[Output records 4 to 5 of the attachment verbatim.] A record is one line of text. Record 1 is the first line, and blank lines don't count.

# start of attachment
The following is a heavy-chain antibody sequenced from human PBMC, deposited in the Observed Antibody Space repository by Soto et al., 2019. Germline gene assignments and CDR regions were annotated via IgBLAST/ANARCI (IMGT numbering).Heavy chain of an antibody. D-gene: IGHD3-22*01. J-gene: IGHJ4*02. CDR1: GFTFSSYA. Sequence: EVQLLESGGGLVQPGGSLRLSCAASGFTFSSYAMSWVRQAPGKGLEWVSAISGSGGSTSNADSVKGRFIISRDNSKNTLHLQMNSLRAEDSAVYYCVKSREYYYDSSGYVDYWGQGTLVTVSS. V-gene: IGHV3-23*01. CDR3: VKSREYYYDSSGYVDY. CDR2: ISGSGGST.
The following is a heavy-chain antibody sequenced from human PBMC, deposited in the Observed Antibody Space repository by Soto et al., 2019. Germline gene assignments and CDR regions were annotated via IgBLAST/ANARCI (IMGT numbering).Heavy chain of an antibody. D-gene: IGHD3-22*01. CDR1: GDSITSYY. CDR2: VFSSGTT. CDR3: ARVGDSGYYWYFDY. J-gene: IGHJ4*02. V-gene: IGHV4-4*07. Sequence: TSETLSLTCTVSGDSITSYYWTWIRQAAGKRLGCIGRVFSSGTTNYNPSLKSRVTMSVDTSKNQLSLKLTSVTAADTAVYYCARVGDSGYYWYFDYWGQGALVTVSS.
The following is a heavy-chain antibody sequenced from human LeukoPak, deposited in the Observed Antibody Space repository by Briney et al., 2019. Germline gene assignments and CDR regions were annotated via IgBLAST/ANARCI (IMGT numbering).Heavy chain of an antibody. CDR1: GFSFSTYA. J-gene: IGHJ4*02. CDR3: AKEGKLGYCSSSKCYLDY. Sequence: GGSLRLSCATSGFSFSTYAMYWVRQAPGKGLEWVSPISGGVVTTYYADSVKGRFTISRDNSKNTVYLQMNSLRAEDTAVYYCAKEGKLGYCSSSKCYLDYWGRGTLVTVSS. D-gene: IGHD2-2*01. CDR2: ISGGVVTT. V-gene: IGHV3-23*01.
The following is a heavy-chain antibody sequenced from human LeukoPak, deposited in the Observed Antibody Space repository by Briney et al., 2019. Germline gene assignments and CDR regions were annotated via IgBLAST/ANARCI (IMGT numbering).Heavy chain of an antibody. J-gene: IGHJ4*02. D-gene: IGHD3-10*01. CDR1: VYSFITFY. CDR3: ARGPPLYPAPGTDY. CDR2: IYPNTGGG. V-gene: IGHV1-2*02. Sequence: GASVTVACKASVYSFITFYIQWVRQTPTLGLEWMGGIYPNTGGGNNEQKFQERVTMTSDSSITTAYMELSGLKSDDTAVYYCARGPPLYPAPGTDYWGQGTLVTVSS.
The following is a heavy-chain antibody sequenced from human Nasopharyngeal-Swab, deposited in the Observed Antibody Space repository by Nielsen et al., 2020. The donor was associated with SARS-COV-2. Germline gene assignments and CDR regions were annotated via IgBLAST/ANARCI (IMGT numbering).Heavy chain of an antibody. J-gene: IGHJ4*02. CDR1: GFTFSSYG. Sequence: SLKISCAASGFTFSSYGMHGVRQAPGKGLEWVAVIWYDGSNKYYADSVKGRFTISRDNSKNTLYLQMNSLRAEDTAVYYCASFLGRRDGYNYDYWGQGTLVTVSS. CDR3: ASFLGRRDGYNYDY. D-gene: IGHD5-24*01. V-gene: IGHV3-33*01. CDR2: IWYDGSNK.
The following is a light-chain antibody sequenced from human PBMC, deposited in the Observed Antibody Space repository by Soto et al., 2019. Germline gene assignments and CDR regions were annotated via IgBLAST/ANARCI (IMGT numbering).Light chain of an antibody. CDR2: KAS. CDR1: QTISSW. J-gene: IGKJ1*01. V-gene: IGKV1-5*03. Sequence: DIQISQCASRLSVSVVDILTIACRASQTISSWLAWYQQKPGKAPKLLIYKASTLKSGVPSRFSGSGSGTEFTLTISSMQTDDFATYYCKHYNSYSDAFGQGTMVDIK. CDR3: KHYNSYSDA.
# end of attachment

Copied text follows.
The following is a heavy-chain antibody sequenced from human LeukoPak, deposited in the Observed Antibody Space repository by Briney et al., 2019. Germline gene assignments and CDR regions were annotated via IgBLAST/ANARCI (IMGT numbering).Heavy chain of an antibody. J-gene: IGHJ4*02. D-gene: IGHD3-10*01. CDR1: VYSFITFY. CDR3: ARGPPLYPAPGTDY. CDR2: IYPNTGGG. V-gene: IGHV1-2*02. Sequence: GASVTVACKASVYSFITFYIQWVRQTPTLGLEWMGGIYPNTGGGNNEQKFQERVTMTSDSSITTAYMELSGLKSDDTAVYYCARGPPLYPAPGTDYWGQGTLVTVSS.
The following is a heavy-chain antibody sequenced from human Nasopharyngeal-Swab, deposited in the Observed Antibody Space repository by Nielsen et al., 2020. The donor was associated with SARS-COV-2. Germline gene assignments and CDR regions were annotated via IgBLAST/ANARCI (IMGT numbering).Heavy chain of an antibody. J-gene: IGHJ4*02. CDR1: GFTFSSYG. Sequence: SLKISCAASGFTFSSYGMHGVRQAPGKGLEWVAVIWYDGSNKYYADSVKGRFTISRDNSKNTLYLQMNSLRAEDTAVYYCASFLGRRDGYNYDYWGQGTLVTVSS. CDR3: ASFLGRRDGYNYDY. D-gene: IGHD5-24*01. V-gene: IGHV3-33*01. CDR2: IWYDGSNK.